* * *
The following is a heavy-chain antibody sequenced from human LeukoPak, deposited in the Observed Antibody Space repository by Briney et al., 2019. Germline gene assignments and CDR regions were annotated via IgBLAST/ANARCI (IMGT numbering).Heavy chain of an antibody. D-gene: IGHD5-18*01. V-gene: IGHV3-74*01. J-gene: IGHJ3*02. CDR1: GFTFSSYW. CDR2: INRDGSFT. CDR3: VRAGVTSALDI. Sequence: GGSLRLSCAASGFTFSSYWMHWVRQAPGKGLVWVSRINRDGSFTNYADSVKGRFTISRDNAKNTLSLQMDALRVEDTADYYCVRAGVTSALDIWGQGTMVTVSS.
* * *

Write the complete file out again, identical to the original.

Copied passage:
The following is a heavy-chain antibody sequenced from human LeukoPak, deposited in the Observed Antibody Space repository by Briney et al., 2019. Germline gene assignments and CDR regions were annotated via IgBLAST/ANARCI (IMGT numbering).Heavy chain of an antibody. D-gene: IGHD5-18*01. V-gene: IGHV3-74*01. J-gene: IGHJ3*02. CDR1: GFTFSSYW. CDR2: INRDGSFT. CDR3: VRAGVTSALDI. Sequence: GGSLRLSCAASGFTFSSYWMHWVRQAPGKGLVWVSRINRDGSFTNYADSVKGRFTISRDNAKNTLSLQMDALRVEDTADYYCVRAGVTSALDIWGQGTMVTVSS.